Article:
Sata to miss COMESA summit in Malawi because he is prohibited immigrant

Sata to miss COMESA summit in Malawi because he is prohibited immigrant

Leader of Malawi Mutharika is unlikely to postpone the summit due to Sata's absense

Newly elected President of Zambia, Micheal ‘King Cobra’ Sata will  mount a total boycott of the forthcoming  Common Market for Eastern and South Africa (Comesa) Heads of State and Government Summit to be hosted by Malawi from October 14 to 15 2011 because President Bingu wa Mutharika declared him a prohibited immigrant in the country.

Sata’s Malawian lawyer Ralph Kasambara confirmed to Nyasa Times that the Zambian head of state has indeed indicated that he will not be travelling to attend the Comesa summit which is expected to discuss trade, business investments within the trading bloc.

“Zambia President Micheal Sata will not attend a summit of Comesa to be held in Malawi because he was declared a prohibited immigrant,” said Kasambara in a telephone interview on Monday.

President Sata: Not travelling to Malawi

“I have had a discussion with President Sata and he says he is not coming to Malawi neither is he sending a representative to the summit,” Kasambara added.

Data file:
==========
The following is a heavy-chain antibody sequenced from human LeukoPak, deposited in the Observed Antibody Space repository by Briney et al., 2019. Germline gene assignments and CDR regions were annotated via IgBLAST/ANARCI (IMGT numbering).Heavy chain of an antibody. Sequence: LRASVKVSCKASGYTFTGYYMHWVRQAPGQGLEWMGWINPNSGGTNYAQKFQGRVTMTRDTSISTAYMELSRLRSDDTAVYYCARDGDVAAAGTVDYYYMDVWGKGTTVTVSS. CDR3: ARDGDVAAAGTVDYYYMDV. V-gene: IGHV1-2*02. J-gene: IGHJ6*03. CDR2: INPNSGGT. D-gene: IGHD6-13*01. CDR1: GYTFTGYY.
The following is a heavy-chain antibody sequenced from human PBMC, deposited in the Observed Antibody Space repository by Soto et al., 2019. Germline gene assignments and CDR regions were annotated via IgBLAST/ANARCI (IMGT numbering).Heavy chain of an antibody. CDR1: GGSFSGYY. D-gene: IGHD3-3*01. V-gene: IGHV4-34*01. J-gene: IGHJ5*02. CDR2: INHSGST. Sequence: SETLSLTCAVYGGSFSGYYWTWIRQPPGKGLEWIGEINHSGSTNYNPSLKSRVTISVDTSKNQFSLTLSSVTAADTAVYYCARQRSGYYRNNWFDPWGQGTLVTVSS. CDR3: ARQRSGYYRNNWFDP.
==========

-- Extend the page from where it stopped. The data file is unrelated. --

Sata was arrested at Chileka international Airport in Blantyre 15 March, 2007 on orders from President Mutharika when he flew into Malawi to hold talks with former president Bakili Muluzi.

According to Kasambara, no reasons were given for his arrest but he was detained for several hours at Blantyre Police Station, where he was declared Persona Non Grata (PNG) or Prohibited Immigrant (PI).

He was then driven 500 kilometres and dumped at Chipata on the Malawi-Zambia border.

Sata sued Malawi government for defamation and wrongful detention.

In an a sworn-affidavit in the Miscellaneous  cause number 142 of 2007 obtained by Nyasa Times, Police officer Justin Magaleta said the cops did not ill-treat Sata during the removal trip from Blantyre to Chipata.

“Mr Sata, who was a smoker, was allowed to smoke in the motor vehicle, “said officer Magaleta in the court records.

Magaleta said he and another officer Emmanuel Jere treated Sata with “utmost respect” and “dignity” and that he did not complain of nay mistreatment.

The statement said “throughout the journey, Mr. Sata was neither handcuffed nor otherwise physically restrained.”

Kasambara said they are waiting for judgement in the case to be delivered by Justice Healey Potani expected next week.



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